Yamal dancer Anastasia Vordeva performs during one of the many Arctic Winter Games cultural performances held during the week.
Photo By Brett Encelewski
The Arctic Winter Games continued its tradition of honoring the cultures of the circumpolar peoples involved by producing cultural performances throughout the week.
The programs have featured performers from all nine cultural contingents attached to the various teams. The events have been a spectacular way to celebrate the diversity and commonality of cultures by introducing people to the traditional performing arts of Northern societies.
Some of the performances are a blend of traditional and modern art forms, while many focus on preserving and sharing time-honored songs and narratives.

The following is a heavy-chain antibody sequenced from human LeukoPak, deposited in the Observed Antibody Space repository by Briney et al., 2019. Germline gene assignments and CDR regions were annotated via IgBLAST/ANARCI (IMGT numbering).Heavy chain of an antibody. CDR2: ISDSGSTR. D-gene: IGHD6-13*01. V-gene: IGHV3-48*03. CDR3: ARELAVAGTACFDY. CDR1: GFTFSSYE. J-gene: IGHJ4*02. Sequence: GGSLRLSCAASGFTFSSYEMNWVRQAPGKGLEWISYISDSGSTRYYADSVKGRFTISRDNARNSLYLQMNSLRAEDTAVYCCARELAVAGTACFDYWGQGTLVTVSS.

Max Fjelstad, Culture & Facilities managerand primary producer of the eventsis very proud of the program he put together for this year’s performances.
“I think a lot of people have been pleasantly surprisedit’s been awesome,” said Fjelstad.
Team Yamal, utilizing brilliantly colored and elegant costumes, has given short and graceful ballet-style performances in the interim between the primary performances.
Of particular fascination has been the Nunavut throat singers who pair off and use an amazing breathing technique to create a unique vocal form of music and oral tradition. The throat singing is a competition, each participant trying to outlast the other.
Team Greenland has astounded the crowd with spectacular performances. Sporting metal sculpture headpieces with Raven motifs, and elaborate costumes, the performers tell their Raven creation myth with narrative, song, dance, and a slideshow of vistas from across their homeland.
Final cultural performances and an awards ceremony will be held 7-9:30 p.m., today, at Kenai Central High School.
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